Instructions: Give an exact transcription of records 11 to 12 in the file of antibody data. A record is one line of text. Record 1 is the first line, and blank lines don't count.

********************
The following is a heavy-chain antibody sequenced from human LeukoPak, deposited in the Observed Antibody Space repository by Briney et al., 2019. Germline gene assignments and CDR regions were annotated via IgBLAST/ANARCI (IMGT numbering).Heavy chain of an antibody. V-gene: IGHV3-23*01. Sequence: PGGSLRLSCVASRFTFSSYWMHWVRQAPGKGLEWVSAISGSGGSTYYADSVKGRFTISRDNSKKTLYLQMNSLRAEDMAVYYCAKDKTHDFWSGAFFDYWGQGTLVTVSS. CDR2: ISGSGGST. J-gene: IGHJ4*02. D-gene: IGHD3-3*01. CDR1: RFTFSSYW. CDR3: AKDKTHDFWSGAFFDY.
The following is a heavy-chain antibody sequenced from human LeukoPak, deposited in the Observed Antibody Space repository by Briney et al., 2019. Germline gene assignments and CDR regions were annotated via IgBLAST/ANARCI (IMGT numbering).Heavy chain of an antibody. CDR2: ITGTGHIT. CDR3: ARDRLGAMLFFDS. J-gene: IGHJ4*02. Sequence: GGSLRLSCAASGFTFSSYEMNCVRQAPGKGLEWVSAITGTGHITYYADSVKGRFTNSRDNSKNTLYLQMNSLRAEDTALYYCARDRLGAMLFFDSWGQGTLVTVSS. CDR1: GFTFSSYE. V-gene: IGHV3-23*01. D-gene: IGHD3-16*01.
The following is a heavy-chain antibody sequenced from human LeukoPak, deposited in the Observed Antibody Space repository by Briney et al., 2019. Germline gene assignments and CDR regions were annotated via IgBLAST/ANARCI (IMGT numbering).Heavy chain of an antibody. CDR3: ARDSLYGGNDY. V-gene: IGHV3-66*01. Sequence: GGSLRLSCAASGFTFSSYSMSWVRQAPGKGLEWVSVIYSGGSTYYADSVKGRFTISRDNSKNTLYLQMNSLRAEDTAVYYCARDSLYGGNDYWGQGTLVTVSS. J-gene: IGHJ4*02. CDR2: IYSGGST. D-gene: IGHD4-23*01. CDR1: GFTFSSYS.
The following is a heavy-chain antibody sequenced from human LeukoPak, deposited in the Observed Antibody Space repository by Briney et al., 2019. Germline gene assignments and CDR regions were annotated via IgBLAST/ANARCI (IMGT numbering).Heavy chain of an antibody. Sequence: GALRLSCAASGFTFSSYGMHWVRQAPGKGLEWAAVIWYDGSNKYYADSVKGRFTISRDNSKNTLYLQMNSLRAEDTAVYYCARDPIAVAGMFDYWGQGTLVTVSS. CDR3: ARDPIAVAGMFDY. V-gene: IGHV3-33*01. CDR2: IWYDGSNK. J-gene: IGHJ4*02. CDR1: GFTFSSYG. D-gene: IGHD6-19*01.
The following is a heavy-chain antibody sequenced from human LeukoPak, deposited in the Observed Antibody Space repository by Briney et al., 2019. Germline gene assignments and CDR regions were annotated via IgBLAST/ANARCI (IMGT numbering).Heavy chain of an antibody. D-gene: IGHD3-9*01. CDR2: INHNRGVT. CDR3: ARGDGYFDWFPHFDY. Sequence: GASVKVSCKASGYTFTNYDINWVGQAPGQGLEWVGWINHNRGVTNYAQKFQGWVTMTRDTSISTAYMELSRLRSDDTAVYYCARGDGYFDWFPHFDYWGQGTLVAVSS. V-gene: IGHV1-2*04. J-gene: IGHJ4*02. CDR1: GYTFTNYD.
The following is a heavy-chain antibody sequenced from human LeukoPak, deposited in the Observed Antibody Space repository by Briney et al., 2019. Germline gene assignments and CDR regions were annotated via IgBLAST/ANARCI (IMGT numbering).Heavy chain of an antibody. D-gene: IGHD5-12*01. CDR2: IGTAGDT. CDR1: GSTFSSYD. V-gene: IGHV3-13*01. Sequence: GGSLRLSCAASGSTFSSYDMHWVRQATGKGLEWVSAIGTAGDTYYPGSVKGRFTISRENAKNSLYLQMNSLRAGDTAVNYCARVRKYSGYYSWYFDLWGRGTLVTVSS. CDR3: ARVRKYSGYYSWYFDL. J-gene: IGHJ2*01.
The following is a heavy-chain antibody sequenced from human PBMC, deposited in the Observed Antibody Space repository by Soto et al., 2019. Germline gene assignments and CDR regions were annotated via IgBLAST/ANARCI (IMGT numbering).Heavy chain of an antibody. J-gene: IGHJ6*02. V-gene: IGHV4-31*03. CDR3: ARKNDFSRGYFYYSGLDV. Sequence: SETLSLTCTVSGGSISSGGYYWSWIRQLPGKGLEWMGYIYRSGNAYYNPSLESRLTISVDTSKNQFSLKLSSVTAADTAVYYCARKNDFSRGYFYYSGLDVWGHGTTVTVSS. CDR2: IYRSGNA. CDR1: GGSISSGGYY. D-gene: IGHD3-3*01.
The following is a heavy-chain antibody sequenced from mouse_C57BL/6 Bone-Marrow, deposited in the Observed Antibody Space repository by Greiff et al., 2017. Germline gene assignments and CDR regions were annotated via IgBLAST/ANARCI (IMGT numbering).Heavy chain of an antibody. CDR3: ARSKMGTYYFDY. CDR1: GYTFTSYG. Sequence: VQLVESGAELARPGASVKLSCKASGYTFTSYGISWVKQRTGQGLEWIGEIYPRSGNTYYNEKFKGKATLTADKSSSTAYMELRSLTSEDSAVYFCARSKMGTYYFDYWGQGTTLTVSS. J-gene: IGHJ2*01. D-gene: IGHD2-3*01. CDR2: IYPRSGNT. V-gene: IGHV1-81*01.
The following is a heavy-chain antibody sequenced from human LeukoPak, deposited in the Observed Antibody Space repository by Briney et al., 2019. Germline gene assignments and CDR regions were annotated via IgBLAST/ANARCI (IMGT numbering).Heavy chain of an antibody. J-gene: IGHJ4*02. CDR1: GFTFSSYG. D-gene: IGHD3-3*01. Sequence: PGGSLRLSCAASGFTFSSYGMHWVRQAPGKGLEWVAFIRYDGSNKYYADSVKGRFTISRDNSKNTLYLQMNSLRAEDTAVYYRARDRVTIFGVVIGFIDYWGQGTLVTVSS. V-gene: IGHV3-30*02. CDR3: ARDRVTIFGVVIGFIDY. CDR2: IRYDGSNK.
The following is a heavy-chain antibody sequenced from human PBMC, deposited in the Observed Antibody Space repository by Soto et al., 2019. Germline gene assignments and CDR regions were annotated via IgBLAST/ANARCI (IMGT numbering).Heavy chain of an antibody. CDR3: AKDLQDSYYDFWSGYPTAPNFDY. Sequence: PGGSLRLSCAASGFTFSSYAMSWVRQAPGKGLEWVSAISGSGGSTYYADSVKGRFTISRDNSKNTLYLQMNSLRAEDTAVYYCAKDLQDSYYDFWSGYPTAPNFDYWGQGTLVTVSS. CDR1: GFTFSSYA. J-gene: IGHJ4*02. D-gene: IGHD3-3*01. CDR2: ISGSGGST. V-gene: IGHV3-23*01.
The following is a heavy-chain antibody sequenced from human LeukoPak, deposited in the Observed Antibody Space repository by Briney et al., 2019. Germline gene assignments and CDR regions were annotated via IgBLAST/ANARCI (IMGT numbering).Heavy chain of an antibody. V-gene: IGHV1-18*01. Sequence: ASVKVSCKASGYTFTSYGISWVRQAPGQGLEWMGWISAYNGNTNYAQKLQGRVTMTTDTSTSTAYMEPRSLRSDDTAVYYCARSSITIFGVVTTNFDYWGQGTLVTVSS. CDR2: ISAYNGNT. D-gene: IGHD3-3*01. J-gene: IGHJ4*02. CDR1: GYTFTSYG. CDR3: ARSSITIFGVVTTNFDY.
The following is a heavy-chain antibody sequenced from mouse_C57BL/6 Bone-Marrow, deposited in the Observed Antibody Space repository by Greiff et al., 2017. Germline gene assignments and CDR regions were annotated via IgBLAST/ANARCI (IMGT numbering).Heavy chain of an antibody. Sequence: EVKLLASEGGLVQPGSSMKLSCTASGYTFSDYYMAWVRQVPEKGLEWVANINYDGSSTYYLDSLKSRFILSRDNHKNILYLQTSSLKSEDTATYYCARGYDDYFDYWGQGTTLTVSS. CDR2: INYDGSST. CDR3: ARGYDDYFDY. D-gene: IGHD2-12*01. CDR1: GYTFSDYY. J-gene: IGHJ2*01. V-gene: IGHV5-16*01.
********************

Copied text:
The following is a heavy-chain antibody sequenced from human LeukoPak, deposited in the Observed Antibody Space repository by Briney et al., 2019. Germline gene assignments and CDR regions were annotated via IgBLAST/ANARCI (IMGT numbering).Heavy chain of an antibody. V-gene: IGHV1-18*01. Sequence: ASVKVSCKASGYTFTSYGISWVRQAPGQGLEWMGWISAYNGNTNYAQKLQGRVTMTTDTSTSTAYMEPRSLRSDDTAVYYCARSSITIFGVVTTNFDYWGQGTLVTVSS. CDR2: ISAYNGNT. D-gene: IGHD3-3*01. J-gene: IGHJ4*02. CDR1: GYTFTSYG. CDR3: ARSSITIFGVVTTNFDY.
The following is a heavy-chain antibody sequenced from mouse_C57BL/6 Bone-Marrow, deposited in the Observed Antibody Space repository by Greiff et al., 2017. Germline gene assignments and CDR regions were annotated via IgBLAST/ANARCI (IMGT numbering).Heavy chain of an antibody. Sequence: EVKLLASEGGLVQPGSSMKLSCTASGYTFSDYYMAWVRQVPEKGLEWVANINYDGSSTYYLDSLKSRFILSRDNHKNILYLQTSSLKSEDTATYYCARGYDDYFDYWGQGTTLTVSS. CDR2: INYDGSST. CDR3: ARGYDDYFDY. D-gene: IGHD2-12*01. CDR1: GYTFSDYY. J-gene: IGHJ2*01. V-gene: IGHV5-16*01.